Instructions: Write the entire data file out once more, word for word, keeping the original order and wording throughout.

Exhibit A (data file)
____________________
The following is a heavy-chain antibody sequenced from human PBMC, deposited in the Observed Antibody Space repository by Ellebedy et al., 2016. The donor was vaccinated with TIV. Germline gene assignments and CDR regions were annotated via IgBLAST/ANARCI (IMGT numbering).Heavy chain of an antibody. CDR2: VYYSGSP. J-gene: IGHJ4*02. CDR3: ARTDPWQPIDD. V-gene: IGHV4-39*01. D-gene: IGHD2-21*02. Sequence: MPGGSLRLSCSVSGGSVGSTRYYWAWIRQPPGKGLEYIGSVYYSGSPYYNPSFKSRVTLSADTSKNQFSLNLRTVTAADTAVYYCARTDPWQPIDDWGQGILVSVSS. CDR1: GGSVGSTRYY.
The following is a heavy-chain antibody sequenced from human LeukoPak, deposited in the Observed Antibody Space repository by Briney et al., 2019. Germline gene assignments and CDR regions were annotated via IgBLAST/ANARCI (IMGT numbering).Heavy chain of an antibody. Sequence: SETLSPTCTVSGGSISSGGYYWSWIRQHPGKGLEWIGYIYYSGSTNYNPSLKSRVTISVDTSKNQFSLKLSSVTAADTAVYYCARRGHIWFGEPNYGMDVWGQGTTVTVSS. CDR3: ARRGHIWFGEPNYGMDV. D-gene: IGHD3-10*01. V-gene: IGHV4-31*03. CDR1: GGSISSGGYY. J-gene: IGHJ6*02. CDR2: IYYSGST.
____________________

The following is a heavy-chain antibody sequenced from human PBMC, deposited in the Observed Antibody Space repository by Ellebedy et al., 2016. The donor was vaccinated with TIV. Germline gene assignments and CDR regions were annotated via IgBLAST/ANARCI (IMGT numbering).Heavy chain of an antibody. CDR2: VYYSGSP. J-gene: IGHJ4*02. CDR3: ARTDPWQPIDD. V-gene: IGHV4-39*01. D-gene: IGHD2-21*02. Sequence: MPGGSLRLSCSVSGGSVGSTRYYWAWIRQPPGKGLEYIGSVYYSGSPYYNPSFKSRVTLSADTSKNQFSLNLRTVTAADTAVYYCARTDPWQPIDDWGQGILVSVSS. CDR1: GGSVGSTRYY.
The following is a heavy-chain antibody sequenced from human LeukoPak, deposited in the Observed Antibody Space repository by Briney et al., 2019. Germline gene assignments and CDR regions were annotated via IgBLAST/ANARCI (IMGT numbering).Heavy chain of an antibody. Sequence: SETLSPTCTVSGGSISSGGYYWSWIRQHPGKGLEWIGYIYYSGSTNYNPSLKSRVTISVDTSKNQFSLKLSSVTAADTAVYYCARRGHIWFGEPNYGMDVWGQGTTVTVSS. CDR3: ARRGHIWFGEPNYGMDV. D-gene: IGHD3-10*01. V-gene: IGHV4-31*03. CDR1: GGSISSGGYY. J-gene: IGHJ6*02. CDR2: IYYSGST.